The compressibilities of five sheet silicates—three chlorite compositions, pyrophyllite, and talc—have been measured in situ using energy-dispersive powder diffraction in a multi-anvil apparatus at the synchrotron radiation source, Daresbury Laboratory, U.K. Some high-temperature data were also collected. The three chlorite samples were a natural Mg-rich chlorite [Mg4.49Fe0.28Cr0.12Al2.10Si2.95O10(OH)8], a natural Fe-rich chlorite [Mg0.28Fe4.11Al2.71Si2.77O10(OH)8], and a synthetic clinochlore [Mg5Al2Si3O10(OH)8]. The compressibility data for all three samples, measured up to between 3 and 6 GPa, can be fit to a single equation of state with a bulk modulus of 86.9(16) GPa (using K′ = 4). The thermal expansivity measured for the natural Mg-chlorite [α0 = 2.5(6) × 10−5/K] is similar to previous measurements on various chlorite compositions, suggesting that the thermal expansivity of chlorite also can be described by a single equation, independent of composition. The bulk modulus of the natural pyrophyllite [Al2Si4O10(OH)2], measured up to 6.3 GPa, is 37(3) GPa, with K′ = 10(1). The few high-temperature points agree with previous measurements. The natural talc [Mg3Si4O10(OH)2], measured up to 6.2 GPa, has a bulk modulus of 41(4) GPa, with K′ = 6(2).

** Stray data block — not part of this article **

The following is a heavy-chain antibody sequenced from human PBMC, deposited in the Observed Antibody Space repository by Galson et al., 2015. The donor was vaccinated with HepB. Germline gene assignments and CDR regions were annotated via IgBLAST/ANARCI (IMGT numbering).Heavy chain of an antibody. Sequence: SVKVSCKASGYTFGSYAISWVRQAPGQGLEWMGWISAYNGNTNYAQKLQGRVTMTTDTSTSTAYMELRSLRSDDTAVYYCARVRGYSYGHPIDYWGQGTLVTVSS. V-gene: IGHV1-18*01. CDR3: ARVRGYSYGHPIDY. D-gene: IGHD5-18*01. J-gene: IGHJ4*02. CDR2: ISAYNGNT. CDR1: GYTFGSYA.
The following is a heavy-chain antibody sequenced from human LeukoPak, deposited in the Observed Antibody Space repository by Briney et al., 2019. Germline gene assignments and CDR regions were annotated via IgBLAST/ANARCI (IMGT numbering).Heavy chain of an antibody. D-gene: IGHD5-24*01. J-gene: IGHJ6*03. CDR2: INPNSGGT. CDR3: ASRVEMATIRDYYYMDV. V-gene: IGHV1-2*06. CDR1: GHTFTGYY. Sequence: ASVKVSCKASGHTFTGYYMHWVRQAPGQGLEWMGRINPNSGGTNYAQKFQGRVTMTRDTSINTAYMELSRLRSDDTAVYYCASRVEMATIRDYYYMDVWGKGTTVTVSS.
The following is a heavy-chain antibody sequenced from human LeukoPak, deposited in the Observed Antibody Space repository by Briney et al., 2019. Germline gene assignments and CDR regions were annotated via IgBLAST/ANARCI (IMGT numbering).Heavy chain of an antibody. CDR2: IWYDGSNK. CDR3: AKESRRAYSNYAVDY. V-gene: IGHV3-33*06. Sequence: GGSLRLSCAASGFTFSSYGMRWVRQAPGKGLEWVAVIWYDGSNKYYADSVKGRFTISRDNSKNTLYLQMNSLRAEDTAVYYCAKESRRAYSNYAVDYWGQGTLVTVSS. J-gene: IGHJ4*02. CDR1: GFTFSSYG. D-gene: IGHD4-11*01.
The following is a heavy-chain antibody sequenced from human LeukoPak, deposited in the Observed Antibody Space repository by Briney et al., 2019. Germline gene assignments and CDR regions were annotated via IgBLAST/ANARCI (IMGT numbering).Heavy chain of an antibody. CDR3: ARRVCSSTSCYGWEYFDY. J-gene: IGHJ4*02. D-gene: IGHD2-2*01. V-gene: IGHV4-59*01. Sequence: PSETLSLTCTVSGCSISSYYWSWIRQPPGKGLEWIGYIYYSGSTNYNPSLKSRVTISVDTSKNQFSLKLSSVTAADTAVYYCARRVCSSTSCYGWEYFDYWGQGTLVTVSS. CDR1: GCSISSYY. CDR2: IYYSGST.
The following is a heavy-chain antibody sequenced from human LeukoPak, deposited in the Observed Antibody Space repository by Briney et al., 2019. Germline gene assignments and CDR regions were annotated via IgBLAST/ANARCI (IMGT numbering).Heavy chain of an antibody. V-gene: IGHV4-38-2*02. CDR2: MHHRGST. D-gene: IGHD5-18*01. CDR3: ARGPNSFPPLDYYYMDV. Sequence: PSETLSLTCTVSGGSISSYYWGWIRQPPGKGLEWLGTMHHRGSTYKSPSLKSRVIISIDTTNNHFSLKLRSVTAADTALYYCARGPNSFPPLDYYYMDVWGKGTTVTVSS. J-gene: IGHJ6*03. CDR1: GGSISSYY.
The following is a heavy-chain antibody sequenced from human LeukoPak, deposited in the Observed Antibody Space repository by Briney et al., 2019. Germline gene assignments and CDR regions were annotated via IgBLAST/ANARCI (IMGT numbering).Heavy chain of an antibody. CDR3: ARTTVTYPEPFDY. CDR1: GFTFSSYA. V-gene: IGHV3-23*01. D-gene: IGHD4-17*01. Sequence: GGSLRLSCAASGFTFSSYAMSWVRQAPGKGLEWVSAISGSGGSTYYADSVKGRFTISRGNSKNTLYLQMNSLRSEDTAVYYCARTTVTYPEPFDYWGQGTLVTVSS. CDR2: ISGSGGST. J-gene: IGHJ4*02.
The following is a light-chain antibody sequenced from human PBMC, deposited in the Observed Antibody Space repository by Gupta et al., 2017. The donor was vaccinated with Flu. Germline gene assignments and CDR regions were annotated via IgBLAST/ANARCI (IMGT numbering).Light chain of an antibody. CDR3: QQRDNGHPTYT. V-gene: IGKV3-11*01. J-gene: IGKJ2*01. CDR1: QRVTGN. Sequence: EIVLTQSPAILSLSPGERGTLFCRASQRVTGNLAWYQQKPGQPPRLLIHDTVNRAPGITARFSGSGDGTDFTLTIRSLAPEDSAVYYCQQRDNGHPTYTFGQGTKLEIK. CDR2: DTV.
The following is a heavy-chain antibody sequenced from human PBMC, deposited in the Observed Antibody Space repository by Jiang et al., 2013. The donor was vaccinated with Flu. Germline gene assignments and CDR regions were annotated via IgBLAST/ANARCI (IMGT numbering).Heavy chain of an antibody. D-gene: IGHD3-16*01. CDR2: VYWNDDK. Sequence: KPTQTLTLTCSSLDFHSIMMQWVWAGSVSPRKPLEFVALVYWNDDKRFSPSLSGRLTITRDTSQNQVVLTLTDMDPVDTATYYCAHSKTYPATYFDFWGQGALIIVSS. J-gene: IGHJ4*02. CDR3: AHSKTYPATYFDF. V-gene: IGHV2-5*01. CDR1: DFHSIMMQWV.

Our bulk modulus of chlorite is much higher than previously determined using X-ray diffraction. This finding explains why calculations of chlorite reactions using the previous data considerably overestimate its stability when compared to experimentally determined reaction positions. The pyrophyllite compressibility data should be useful in calculations of metamorphic reactions involving this mineral. The talc data are essentially identical to previous measurements.

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